This time of year, some of my fishing buddies go dormant. They like to fly fish on rivers for trout and steelhead. General stream season has closed for trout, and steelhead fishing is winding down.
I used to be the same way before I moved to Boise 15 years ago, then some guys showed me how much fun lakes and reservoirs can be for a fly angler. It wasn’t a foreign idea. When I was a kid, I used to troll with a fly rod for the simple reason that it worked and I thought it was more fun to catch trout on a fly rod than a spinning rod.
I also learned there were a lot more things to catch in a lake, reservoir or pond than trout. I learned it grudgingly because I always held trout in the highest esteem, but auto-loading bluegill on a light fly rod was simply irresistible. Ditto for crappie. And then I started catching bass and found them a fun and challenging quarry. Pretty soon I had added carp to my list, and occasionally I stumble into other species that would take a fly.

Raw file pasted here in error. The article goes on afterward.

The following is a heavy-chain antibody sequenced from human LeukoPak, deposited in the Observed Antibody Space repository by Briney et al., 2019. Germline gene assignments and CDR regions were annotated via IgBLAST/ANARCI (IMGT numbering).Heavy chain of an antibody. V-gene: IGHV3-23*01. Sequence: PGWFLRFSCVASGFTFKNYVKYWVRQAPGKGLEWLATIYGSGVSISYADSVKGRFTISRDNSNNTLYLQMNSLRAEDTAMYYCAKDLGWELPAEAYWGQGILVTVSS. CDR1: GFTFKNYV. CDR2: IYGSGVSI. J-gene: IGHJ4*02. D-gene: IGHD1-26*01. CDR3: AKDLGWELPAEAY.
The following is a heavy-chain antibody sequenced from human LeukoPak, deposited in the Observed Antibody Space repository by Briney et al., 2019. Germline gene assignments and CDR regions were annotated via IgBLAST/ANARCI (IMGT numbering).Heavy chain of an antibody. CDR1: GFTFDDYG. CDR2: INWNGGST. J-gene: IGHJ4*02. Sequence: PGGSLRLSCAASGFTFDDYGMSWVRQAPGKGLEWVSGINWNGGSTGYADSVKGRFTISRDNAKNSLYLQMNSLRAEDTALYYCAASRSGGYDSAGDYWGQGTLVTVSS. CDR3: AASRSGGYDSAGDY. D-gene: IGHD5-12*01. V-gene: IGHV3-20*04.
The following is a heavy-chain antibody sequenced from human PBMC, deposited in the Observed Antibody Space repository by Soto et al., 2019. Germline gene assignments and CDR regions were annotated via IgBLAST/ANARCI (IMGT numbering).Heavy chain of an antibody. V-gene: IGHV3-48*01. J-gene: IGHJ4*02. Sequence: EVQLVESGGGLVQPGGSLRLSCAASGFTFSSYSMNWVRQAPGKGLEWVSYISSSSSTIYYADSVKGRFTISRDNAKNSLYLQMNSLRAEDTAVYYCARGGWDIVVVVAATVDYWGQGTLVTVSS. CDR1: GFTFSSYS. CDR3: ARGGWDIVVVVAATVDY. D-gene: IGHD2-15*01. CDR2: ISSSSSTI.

Now spring is my favorite time to fly fish because there is so much cool stuff going on, and those reservoirs that seemed like fly-fishing voids or too vast to cover with a fly rod and float tube are now some of my favorite haunts.
And that’s key to this. You don’t need an expensive boat to fish lakes and reservoirs. A small, inexpensive one-person boat is your ticket. Pick your spots carefully and watch the weather. There’s a lot of good fishing along the shoreline, especially in the spring when the shore tends to have the warmest water and the most fish.
I’ve floated large reservoirs like Magic, C.J. Strike, Brownlee, Lake Lowell, Lake Billy Shaw and many more. I’ve landed a lot of fish by simply casting a wooly bugger toward shore, letting it sink, and then stripping it back.
I’ve also turned these trips into spring camp-outs. Fishing during the day, grilling steaks at night, then rolling out of bed the next morning and walking to shore and start fishing again is a pretty solid weekend in my book.